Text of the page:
Shrieking and squeaking in fifty different sharps and flats
July 2, 2010 2:42 PM   Subscribe

The story of the Pied Piper of Hamelin is best known to us from Robert Browning's versified account, here presented in an animated version and here depicted in stained glass. This article from the Fortean Times discusses possible factual bases for the story [hattip: BoingBoing] and this page collects similar accounts from other places.
posted by Joe in Australia (11 comments total) 17 users marked this as a favorite
I can't help enjoying the opening sequence of the Disney version of this as the rats run amuck.

Not to mention the lyrics:

In the town of Hamelin many years ago
The citizens were crying out a tearful tale of woe
Rats, rats, rats
They chased the dogs and killed the cats
Rats, rats, rats
They build their nests in our Sunday hats
The citizens of Hamelin were frantic with despair
They gnashed their teeth and stamped their feet and shouted to the mayor:
Rats, rats, rats

Cool post.
posted by marxchivist at 2:54 PM on July 2, 2010

Holy unexpected Megadeth reference, Batman.
posted by cucumber at 2:59 PM on July 2, 2010

Wow! I saw that animated version when I was a child, and never saw it since. Thanks for finding that.
posted by Kit W at 3:04 PM on July 2, 2010

I don't know where I picked it up but I've long thought of the Pied Piper as something that came out of the horror that was the Childrens Crusade, which the linked wikipedia page touches on. And then there's the video for Sigur Ros's Glossoli which seems to bring the two together to strangely magical effect.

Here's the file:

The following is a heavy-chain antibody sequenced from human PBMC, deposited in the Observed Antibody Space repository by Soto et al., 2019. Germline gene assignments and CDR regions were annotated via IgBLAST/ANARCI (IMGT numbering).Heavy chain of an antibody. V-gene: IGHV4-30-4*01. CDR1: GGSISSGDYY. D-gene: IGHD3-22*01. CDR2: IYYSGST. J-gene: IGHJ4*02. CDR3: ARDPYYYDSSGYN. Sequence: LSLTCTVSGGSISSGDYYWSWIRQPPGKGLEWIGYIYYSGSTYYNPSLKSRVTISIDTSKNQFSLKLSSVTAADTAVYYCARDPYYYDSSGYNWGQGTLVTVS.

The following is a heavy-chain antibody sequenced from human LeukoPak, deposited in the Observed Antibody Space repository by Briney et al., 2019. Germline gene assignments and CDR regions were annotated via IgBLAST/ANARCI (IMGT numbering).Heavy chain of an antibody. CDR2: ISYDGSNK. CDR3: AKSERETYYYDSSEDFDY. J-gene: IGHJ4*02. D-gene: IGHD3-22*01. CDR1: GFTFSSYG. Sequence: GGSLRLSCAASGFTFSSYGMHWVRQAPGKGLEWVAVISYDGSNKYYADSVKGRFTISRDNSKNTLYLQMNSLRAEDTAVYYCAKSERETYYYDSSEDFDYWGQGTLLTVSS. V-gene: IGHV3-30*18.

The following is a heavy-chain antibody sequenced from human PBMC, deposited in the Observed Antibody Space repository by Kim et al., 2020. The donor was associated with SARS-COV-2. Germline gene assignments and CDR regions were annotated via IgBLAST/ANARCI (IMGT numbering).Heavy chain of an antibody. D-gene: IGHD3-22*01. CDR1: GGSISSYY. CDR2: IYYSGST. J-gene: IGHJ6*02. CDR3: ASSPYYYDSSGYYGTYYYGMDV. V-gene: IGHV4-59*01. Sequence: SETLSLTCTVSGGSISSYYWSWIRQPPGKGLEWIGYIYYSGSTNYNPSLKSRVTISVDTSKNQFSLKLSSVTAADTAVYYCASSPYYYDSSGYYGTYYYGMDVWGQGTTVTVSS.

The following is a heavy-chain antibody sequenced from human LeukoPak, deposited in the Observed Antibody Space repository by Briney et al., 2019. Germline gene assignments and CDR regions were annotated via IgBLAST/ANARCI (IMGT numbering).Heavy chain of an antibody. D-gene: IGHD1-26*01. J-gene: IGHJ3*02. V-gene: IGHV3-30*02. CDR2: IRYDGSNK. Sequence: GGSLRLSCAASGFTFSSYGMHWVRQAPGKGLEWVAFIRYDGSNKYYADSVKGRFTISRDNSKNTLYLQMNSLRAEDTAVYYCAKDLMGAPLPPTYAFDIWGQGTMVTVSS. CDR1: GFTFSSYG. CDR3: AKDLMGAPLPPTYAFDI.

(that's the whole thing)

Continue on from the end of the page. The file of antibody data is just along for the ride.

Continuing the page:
posted by philip-random at 3:09 PM on July 2, 2010

Great post, Joe. I saw the FT article on BB but I hadn't gotten around to it yet. Thanks for all these links.
posted by homunculus at 3:21 PM on July 2, 2010

Nice post. We recited the Browning poem in primary school. Fun. There is an interesting reference in a recent excellent play The Pillowman, by Martin McDonagh. The theme is a children's story writer living in a police state. He updates the Pied Piper by having the child-luring character cut the toes off a boy who helps him and gives him food. Seemingly a horrible thing to do, it ends up saving the boy. He is too lame to keep up with the others and so survives the mass exodus of children who later follow the piper. Fascinating to speculate on the commingling of actual history and mythology that gave rise to this enduring story.
posted by binturong at 3:37 PM on July 2, 2010

The FT article was fascinating and creepy. The bit about "uncontrollable dancing" reminded me a lot of Kuru.
posted by ryaninoakland at 7:15 PM on July 2, 2010

China Mieville wrote a modern version of the tale: King Rat.
posted by spasm at 8:58 PM on July 2, 2010

I wrote a short story once playing around with the idea that the piper's flute was some sort of Galton whistle. After all, there genuinely are some sounds only children can hear.

And of course no discussion of Pied Piper adaptations would be complete without mentioning this one.
posted by the latin mouse at 2:58 AM on July 3, 2010

Nice post -- thanks!

In San Francisco's famous Palace Hotel, there is a striking mural of the Piper leading the children out of Hamelin by American artist Maxfield Parrish. (Link is to a print -- I couldn't find a good photo of the original mural.)

The mural hangs in the appropriately-named Pied Piper bar, adjacent to the hotel's Maxfield's restaurant. It was commissioned for the grand reopening of the hotel in 1909 after it was gutted by the 1906 earthquake and fire.
posted by trip and a half at 7:54 AM on July 3, 2010


I was going to say... the Pied Piper Bar is a personal favorite of mine. The drinks are a little bit more expensive, but are generous and perfectly made... You can drink and really take the time to appreciate art at the same time. What's not to like?! (Their Garden Court Brunch and Tea are pretty amazing too, really.)
posted by markkraft at 11:21 AM on July 3, 2010

« Older   |   Adaptation to High Altitude in Tibet Newer »

This thread has been archived and is closed to new comments